Help this novice with starting a layout

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dilbuhtruck1974

New Member
Hello,

My name is Will and this is my first thread as I am a new member. I am an HO guy and am starting a 4x8 DCC layout during this almighty shutdown!! I have watched youtube vids and read some articles but still have some questions.

1- I built framework and glued 2" foamboard directly to that. I am now wondering if I need to remove the foam and place a thin sheet of plywood first, to attach accessories, unless anyone has had luck attaching motors, blocks and what not to the underside of foam?

2- I would like to use quality products, tortoise switch motors seem to be nice, but I am all ears on opinions. Is 2" foam too thick to allow the wire to reach from the motor to the switch? Should I change out to 1" foamboard for this reason? Or skip the foam and just stick with the thin plywood?

3- I am using code 100 flextrack for reduced derailments hopefully!! Seems like Atlas is a good brand for this, but again I am all ears.

4- I know absolutely nothing in regards to switches, what is a quality manufacturer to go with?

5- I have a mix of cork and foam track bed, thoughts on one over the other?

I have a blank canvas right now and will undoubtedly have many more questions but 5 is good for now. Thanks for reading and answering any or all questions!!

Thanks so much

Will

table.jpg
 

bob

Administrator
Staff member
Wow... that’s your bench work? Looks like a coffee table! That’s some awfully nice woodworking.

As for the plywood. Well, you won’t like my answer... I’d want a sheet under there, and not even “thin”. Maybe 1/2”, something nice and solid. It’s the foundation of your railroad and stronger is better. Foam breaks in tension. You don’t want to be leaning on it to re-rail a car and have it break.

Edited to add: practically speaking, the only real advantage to thin plywood is cost savings. You need one sheet. In the grand scheme of things, the cost savings is insignificant for a single sheet. Having a solid and strong foundation will serve you well long term.

Now, I tend to over engineer stuff, but I’ve crawled over my layout on my hands and knees. I’m sure someone will be along shortly to tell you that the foam alone is fine. Lots of options here.
 
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Alcomotive

Grandson of ALCO Bldr
I concur with Bob. Use at least 1/2 ply underneath. You can see my work here. I plan to use a combination of cork an foam in certain areas.


As for track Atlas, Peco, Mirco, Shinohara....all are good tracks stick with NS (Nickel Silver)
 

dilbuhtruck1974

New Member
Wow... that’s your bench work? Looks like a coffee table! That’s some awfully nice woodworking.

As for the plywood. Well, you won’t like my answer... I’d want a sheet under there, and not even “thin”. Maybe 1/2”, something nice and solid. It’s the foundation of your railroad and stronger is better. Foam breaks in tension. You don’t want to be leaning on it to re-rail a car and have it break.

Edited to add: practically speaking, the only real advantage to thin plywood is cost savings. You need one sheet. In the grand scheme of things, the cost savings is insignificant for a single sheet. Having a solid and strong foundation will serve you well long term.

Now, I tend to over engineer stuff, but I’ve crawled over my layout on my hands and knees. I’m sure someone will be along shortly to tell you that the foam alone is fine. Lots of options here.

Thanks Bob for the feedback!! I'm okay pulling the foam, as it is a blank canvas. Better to do it now. Whats your thoughts on the thickness overall of plywood and foam combined? Will it be a problem for the switch motors or will they still work if there is a long throw between the motor and switch?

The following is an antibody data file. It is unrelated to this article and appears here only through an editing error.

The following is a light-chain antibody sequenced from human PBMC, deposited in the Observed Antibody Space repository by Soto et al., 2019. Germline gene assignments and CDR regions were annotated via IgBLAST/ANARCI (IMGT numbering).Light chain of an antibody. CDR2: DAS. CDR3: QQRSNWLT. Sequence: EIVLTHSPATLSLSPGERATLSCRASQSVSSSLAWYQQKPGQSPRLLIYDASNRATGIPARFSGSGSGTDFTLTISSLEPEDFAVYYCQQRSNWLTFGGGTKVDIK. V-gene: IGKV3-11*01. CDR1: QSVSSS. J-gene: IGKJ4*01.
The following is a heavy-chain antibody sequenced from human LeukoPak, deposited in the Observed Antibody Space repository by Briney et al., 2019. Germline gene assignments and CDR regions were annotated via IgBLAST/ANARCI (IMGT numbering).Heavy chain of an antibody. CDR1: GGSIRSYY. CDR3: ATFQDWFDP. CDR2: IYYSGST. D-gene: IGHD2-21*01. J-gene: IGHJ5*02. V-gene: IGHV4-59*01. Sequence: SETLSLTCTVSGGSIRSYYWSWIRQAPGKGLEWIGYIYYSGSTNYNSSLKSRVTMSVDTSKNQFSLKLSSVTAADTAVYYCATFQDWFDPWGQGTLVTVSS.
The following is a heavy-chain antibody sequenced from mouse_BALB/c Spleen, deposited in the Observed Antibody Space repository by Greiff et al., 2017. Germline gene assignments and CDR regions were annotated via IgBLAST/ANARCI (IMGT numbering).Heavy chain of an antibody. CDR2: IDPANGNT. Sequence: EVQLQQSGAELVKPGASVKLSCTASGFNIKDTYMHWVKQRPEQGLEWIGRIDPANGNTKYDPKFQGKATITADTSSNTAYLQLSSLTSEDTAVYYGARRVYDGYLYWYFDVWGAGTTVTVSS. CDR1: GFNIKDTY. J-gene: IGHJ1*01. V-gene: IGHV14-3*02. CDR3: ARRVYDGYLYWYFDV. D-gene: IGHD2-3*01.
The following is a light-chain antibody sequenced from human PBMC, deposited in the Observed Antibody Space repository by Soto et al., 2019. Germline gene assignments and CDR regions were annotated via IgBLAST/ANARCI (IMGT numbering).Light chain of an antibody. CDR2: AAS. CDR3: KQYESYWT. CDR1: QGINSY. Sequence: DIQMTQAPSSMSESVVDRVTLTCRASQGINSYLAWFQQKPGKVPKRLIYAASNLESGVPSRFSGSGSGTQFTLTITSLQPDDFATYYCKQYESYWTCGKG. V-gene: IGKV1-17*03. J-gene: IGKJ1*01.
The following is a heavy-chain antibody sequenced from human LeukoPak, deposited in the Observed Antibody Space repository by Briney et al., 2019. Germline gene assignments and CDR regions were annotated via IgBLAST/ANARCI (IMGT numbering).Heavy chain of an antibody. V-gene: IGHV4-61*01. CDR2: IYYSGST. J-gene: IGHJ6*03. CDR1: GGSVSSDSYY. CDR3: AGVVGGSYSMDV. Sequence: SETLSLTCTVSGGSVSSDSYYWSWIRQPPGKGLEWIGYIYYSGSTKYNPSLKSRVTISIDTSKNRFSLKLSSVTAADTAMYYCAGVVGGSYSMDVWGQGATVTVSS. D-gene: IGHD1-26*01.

dilbuhtruck1974

New Member
I concur with Bob. Use at least 1/2 ply underneath. You can see my work here. I plan to use a combination of cork an foam in certain areas.


As for track Atlas, Peco, Mirco, Shinohara....all are good tracks stick with NS (Nickel Silver)

Thank you James, nice job on your benchwork!! I love that laser level
 

bob

Administrator
Staff member
Thanks Bob for the feedback!! I'm okay pulling the foam, as it is a blank canvas. Better to do it now. Whats your thoughts on the thickness overall of plywood and foam combined? Will it be a problem for the switch motors or will they still work if there is a long throw between the motor and switch?
I'm not sure, as I don't use foam on my layout. It's "old school" with L Girder construction and plywood and Homasote for a roadbed.

I'm pretty sure you can make them work but you may find you need to use a thicker connecting rod between the switch and the machine. Hopefully somebody can fill us in on that.
 

dilbuhtruck1974

New Member
I'm not sure, as I don't use foam on my layout. It's "old school" with L Girder construction and plywood and Homasote for a roadbed.

I'm pretty sure you can make them work but you may find you need to use a thicker connecting rod between the switch and the machine. Hopefully somebody can fill us in on that.
Sounds good, thanks for the feedback!!
 

santafewillie

Well-Known Member
Good Morning Will. First of all, welcome to the forum, we will look forward to your questions and progress.
Answering your questions first.
1) Even though I don't use foam, almost all modelers that I have had contact with have put 1/2" plywood under the foam, regardless of the thickness of the foam. Since I use straight plywood for my layout without foam, I cannot answer regarding the accessories.
2) See #1.
3) Atlas code 100 is a good brand of track. I use it exclusively. As far as reducing derailments, it helps, but not as much as well-laid trackwork to begin with. Some others will note the unprotypical look of code 100 compared with code 83, but .017" difference in height is not visible to me. That's about as thick as 3-4 pieces of copy machine paper. Avoid brass track if you can. It conducts well, but tends to get dirty sooner.
4) Not all switches are equal. Atlas is OK, but 10-15% need additional tweaking to make them work flawlessly. They are the most inexpensive when using a lot of them. I have over 100 and would have to mortgage the house if I used Peco or Walther's. There are undoubtedly many other good brands. I mostly use Caboose Industries ground throws, and have to modify the Atlas throw bar. Ground throws ensure a tight, unmovable closure when used correctly. I use the Atlas switch machines where reach is an issue.